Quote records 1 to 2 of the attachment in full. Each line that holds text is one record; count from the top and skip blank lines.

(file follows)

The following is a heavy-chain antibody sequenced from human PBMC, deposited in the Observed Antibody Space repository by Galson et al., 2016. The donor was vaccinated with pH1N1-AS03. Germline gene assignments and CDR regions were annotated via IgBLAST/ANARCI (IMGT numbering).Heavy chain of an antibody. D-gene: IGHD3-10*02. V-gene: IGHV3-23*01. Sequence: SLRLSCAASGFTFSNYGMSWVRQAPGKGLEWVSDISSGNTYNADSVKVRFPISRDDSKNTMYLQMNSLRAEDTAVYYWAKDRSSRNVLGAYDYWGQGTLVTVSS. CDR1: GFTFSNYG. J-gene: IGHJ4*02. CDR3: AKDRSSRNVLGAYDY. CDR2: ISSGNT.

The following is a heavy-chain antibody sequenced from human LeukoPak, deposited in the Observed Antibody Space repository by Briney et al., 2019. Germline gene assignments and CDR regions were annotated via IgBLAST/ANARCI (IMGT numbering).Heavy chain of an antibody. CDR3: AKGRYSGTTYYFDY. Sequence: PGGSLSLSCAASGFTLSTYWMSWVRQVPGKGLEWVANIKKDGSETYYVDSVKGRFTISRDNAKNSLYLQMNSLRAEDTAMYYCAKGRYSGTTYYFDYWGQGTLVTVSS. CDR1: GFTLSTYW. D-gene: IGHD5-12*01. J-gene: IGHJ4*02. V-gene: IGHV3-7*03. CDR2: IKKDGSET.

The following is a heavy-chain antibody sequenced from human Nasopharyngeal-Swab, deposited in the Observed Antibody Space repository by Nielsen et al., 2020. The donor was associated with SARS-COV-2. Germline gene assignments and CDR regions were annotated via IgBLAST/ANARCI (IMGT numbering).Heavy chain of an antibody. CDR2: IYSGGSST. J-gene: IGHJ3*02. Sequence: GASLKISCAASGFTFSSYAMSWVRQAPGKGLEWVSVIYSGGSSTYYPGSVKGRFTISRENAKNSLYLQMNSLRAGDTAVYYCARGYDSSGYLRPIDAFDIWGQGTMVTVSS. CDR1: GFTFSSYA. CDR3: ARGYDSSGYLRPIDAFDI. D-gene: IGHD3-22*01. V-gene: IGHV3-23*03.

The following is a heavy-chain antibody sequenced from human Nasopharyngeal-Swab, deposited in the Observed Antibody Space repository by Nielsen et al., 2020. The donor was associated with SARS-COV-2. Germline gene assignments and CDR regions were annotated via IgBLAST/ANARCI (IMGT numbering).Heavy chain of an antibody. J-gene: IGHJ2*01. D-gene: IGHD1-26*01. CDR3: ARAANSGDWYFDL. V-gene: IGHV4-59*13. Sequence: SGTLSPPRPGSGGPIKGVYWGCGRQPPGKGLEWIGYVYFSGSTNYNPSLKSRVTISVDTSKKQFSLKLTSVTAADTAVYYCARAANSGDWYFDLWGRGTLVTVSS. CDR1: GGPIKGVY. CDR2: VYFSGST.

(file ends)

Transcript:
The following is a heavy-chain antibody sequenced from human PBMC, deposited in the Observed Antibody Space repository by Galson et al., 2016. The donor was vaccinated with pH1N1-AS03. Germline gene assignments and CDR regions were annotated via IgBLAST/ANARCI (IMGT numbering).Heavy chain of an antibody. D-gene: IGHD3-10*02. V-gene: IGHV3-23*01. Sequence: SLRLSCAASGFTFSNYGMSWVRQAPGKGLEWVSDISSGNTYNADSVKVRFPISRDDSKNTMYLQMNSLRAEDTAVYYWAKDRSSRNVLGAYDYWGQGTLVTVSS. CDR1: GFTFSNYG. J-gene: IGHJ4*02. CDR3: AKDRSSRNVLGAYDY. CDR2: ISSGNT.

The following is a heavy-chain antibody sequenced from human LeukoPak, deposited in the Observed Antibody Space repository by Briney et al., 2019. Germline gene assignments and CDR regions were annotated via IgBLAST/ANARCI (IMGT numbering).Heavy chain of an antibody. CDR3: AKGRYSGTTYYFDY. Sequence: PGGSLSLSCAASGFTLSTYWMSWVRQVPGKGLEWVANIKKDGSETYYVDSVKGRFTISRDNAKNSLYLQMNSLRAEDTAMYYCAKGRYSGTTYYFDYWGQGTLVTVSS. CDR1: GFTLSTYW. D-gene: IGHD5-12*01. J-gene: IGHJ4*02. V-gene: IGHV3-7*03. CDR2: IKKDGSET.